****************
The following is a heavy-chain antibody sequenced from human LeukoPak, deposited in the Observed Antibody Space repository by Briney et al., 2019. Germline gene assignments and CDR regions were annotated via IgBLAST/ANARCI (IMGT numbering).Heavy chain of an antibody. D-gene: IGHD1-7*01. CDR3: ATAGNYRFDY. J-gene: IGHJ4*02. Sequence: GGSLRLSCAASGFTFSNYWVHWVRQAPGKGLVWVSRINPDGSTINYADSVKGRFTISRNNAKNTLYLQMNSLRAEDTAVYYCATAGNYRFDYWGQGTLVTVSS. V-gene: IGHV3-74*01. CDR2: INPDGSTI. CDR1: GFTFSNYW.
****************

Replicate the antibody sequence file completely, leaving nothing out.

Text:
The following is a heavy-chain antibody sequenced from human LeukoPak, deposited in the Observed Antibody Space repository by Briney et al., 2019. Germline gene assignments and CDR regions were annotated via IgBLAST/ANARCI (IMGT numbering).Heavy chain of an antibody. D-gene: IGHD1-7*01. CDR3: ATAGNYRFDY. J-gene: IGHJ4*02. Sequence: GGSLRLSCAASGFTFSNYWVHWVRQAPGKGLVWVSRINPDGSTINYADSVKGRFTISRNNAKNTLYLQMNSLRAEDTAVYYCATAGNYRFDYWGQGTLVTVSS. V-gene: IGHV3-74*01. CDR2: INPDGSTI. CDR1: GFTFSNYW.